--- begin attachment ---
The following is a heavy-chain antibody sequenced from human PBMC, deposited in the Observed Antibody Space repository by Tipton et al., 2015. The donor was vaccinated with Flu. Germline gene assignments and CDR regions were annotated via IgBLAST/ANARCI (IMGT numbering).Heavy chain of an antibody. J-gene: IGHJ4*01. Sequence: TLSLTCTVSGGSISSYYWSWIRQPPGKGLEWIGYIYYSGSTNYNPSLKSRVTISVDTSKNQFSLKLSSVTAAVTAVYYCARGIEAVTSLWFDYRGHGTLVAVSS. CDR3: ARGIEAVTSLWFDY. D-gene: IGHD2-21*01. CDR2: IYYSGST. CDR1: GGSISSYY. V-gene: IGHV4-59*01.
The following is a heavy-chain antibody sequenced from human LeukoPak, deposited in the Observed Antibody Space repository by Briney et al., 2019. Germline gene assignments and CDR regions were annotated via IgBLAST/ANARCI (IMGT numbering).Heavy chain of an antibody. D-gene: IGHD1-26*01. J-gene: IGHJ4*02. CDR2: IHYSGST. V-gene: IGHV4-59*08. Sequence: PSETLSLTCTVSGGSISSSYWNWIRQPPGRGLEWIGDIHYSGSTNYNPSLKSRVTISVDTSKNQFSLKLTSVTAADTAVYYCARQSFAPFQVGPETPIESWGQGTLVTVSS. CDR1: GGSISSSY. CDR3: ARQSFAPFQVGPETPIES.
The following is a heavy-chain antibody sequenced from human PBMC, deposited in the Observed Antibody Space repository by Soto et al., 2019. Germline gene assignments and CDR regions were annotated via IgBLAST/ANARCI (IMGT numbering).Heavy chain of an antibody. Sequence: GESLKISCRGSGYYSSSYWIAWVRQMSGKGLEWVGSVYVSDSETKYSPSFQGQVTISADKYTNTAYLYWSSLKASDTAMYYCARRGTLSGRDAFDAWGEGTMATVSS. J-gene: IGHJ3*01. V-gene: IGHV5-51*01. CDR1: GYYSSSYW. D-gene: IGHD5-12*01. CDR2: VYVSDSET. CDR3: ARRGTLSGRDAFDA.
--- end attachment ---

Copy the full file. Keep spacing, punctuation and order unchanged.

The following is a heavy-chain antibody sequenced from human PBMC, deposited in the Observed Antibody Space repository by Tipton et al., 2015. The donor was vaccinated with Flu. Germline gene assignments and CDR regions were annotated via IgBLAST/ANARCI (IMGT numbering).Heavy chain of an antibody. J-gene: IGHJ4*01. Sequence: TLSLTCTVSGGSISSYYWSWIRQPPGKGLEWIGYIYYSGSTNYNPSLKSRVTISVDTSKNQFSLKLSSVTAAVTAVYYCARGIEAVTSLWFDYRGHGTLVAVSS. CDR3: ARGIEAVTSLWFDY. D-gene: IGHD2-21*01. CDR2: IYYSGST. CDR1: GGSISSYY. V-gene: IGHV4-59*01.
The following is a heavy-chain antibody sequenced from human LeukoPak, deposited in the Observed Antibody Space repository by Briney et al., 2019. Germline gene assignments and CDR regions were annotated via IgBLAST/ANARCI (IMGT numbering).Heavy chain of an antibody. D-gene: IGHD1-26*01. J-gene: IGHJ4*02. CDR2: IHYSGST. V-gene: IGHV4-59*08. Sequence: PSETLSLTCTVSGGSISSSYWNWIRQPPGRGLEWIGDIHYSGSTNYNPSLKSRVTISVDTSKNQFSLKLTSVTAADTAVYYCARQSFAPFQVGPETPIESWGQGTLVTVSS. CDR1: GGSISSSY. CDR3: ARQSFAPFQVGPETPIES.
The following is a heavy-chain antibody sequenced from human PBMC, deposited in the Observed Antibody Space repository by Soto et al., 2019. Germline gene assignments and CDR regions were annotated via IgBLAST/ANARCI (IMGT numbering).Heavy chain of an antibody. Sequence: GESLKISCRGSGYYSSSYWIAWVRQMSGKGLEWVGSVYVSDSETKYSPSFQGQVTISADKYTNTAYLYWSSLKASDTAMYYCARRGTLSGRDAFDAWGEGTMATVSS. J-gene: IGHJ3*01. V-gene: IGHV5-51*01. CDR1: GYYSSSYW. D-gene: IGHD5-12*01. CDR2: VYVSDSET. CDR3: ARRGTLSGRDAFDA.